Mr. Chann contends that his convictions under 18 U.S.C. §§ 924(c) and 924(i) are invalid after Johnson, supra, which held that the residual clause definition of "crime of violence" in the Armed Career Criminal Act, § 924(e)(2)(B)(ii), is void for vagueness under the Due Process Clause.

III. PERTINENT STATUTORY FRAMEWORK

Title 18 U.S.C. § 924(c) provides in pertinent part as follows:

(1)(A) Except to the extent that a greater minimum sentence is otherwise provided by this subsection or by any other provision of law, any person who, during and in relation to any crime of violence or drug trafficking crime (including a crime of violence or drug trafficking crime that provides for an enhanced punishment if committed by the use of a deadly or dangerous weapon or device) for which the person may be prosecuted in a court of the United States, uses or carries a firearm, or who, in furtherance of any such crime, possesses a firearm, shall, in addition to the punishment provided for such crime of violence or drug trafficking crime--

(i) be sentenced to a term of imprisonment of not less than 5 years. . .

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18 U.S.C. § 924(c)(1)(A) (emphasis added).

The term "crime of violence" is defined as follows:

(3) For purposes of this subsection the term "crime of violence" means an offense that is a felony and --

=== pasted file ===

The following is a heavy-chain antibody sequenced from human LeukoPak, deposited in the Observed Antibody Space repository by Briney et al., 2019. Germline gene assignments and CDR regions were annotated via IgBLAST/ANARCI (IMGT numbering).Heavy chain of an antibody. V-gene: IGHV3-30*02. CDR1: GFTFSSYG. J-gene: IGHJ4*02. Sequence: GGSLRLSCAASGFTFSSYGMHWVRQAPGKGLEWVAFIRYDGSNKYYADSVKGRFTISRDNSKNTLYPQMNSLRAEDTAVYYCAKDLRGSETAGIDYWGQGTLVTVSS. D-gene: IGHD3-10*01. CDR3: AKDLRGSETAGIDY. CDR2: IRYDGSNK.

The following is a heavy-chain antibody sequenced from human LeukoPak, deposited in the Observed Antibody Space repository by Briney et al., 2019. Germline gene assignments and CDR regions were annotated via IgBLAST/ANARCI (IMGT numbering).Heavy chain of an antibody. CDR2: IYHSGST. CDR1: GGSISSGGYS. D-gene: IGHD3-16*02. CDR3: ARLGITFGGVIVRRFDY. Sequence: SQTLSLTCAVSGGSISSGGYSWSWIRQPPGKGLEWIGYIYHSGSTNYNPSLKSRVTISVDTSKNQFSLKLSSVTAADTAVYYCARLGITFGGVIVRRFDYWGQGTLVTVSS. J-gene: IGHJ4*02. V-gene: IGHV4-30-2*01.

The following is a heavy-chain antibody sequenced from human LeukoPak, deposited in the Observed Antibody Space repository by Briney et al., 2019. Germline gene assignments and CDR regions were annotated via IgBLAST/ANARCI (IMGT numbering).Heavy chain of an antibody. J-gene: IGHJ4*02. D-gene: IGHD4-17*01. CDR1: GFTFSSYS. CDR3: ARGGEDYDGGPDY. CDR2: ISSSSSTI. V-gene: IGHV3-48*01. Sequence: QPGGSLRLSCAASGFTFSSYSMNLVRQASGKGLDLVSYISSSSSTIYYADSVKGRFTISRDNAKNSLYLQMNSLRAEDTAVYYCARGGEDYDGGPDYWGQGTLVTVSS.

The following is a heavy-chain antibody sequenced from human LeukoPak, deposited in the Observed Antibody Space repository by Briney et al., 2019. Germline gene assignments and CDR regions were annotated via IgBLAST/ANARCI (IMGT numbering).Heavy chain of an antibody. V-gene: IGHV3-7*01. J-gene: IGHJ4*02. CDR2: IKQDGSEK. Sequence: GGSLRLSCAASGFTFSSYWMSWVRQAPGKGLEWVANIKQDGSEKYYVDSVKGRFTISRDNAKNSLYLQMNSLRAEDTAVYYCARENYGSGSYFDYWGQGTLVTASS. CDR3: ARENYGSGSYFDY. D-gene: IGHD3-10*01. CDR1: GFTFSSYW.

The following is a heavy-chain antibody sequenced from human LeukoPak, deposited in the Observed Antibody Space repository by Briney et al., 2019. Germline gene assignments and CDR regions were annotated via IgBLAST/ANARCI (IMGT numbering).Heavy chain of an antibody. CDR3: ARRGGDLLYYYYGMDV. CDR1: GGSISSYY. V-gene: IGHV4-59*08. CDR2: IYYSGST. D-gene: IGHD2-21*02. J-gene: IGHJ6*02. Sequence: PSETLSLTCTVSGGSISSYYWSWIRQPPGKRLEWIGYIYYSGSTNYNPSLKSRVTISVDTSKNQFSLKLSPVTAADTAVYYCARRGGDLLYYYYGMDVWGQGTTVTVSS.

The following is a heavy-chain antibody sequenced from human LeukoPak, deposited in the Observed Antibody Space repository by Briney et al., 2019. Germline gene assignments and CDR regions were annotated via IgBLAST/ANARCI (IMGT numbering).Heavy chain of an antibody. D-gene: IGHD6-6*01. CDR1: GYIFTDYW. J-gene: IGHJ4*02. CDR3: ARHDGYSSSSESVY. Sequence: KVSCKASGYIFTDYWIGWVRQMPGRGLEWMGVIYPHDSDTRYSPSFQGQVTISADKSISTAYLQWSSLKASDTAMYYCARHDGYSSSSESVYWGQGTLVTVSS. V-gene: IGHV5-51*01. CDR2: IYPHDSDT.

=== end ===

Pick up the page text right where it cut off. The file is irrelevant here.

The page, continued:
(A) has as an element the use, attempted use, or threatened use of physical force against the person or property of another, or

(B) that by its nature, involves a substantial risk that physical force against the person or property of another may be used in the course of committing the offense.

18 U.S.C. § 924(c)(3). The first clause, § 924(c)(3)(A), is known as the "force" or "elements" clause, and § 924(c)(3)(B) is known as the "residual clause."

The former 18 U.S.C. § 924(i) provides as follows:

(j) A person who, in the course of a violation of subsection (c), causes the death of a person through the use of a firearm, shall --

(1) if the killing is a murder (as defined in section 1111, be punished by death or by imprisonment for any term of years or for life; and

(2) if the killing is manslaughter (as defined in section 1112), be punished as provided in that section.

18 U.S.C. § 924(j).3

IV. ANALYSIS

A. Johnson and Dimaya

In Johnson v. United States, the U.S. Supreme Court held that the residual clause of the Armed Career Criminals Act is void for vagueness. The provision at issue had required sentences of 15 years to life sentence in 18 U.S.C. § 922(g) felon-in-possession cases where the defendant had been convicted of three or more prior "violent felonies" - defined as felonies involving "conduct that presents a serious potential risk of physical injury to another." Johnson, 135 S. Ct. at 2255-56. The Supreme Court found that this definition of violent felony violates due process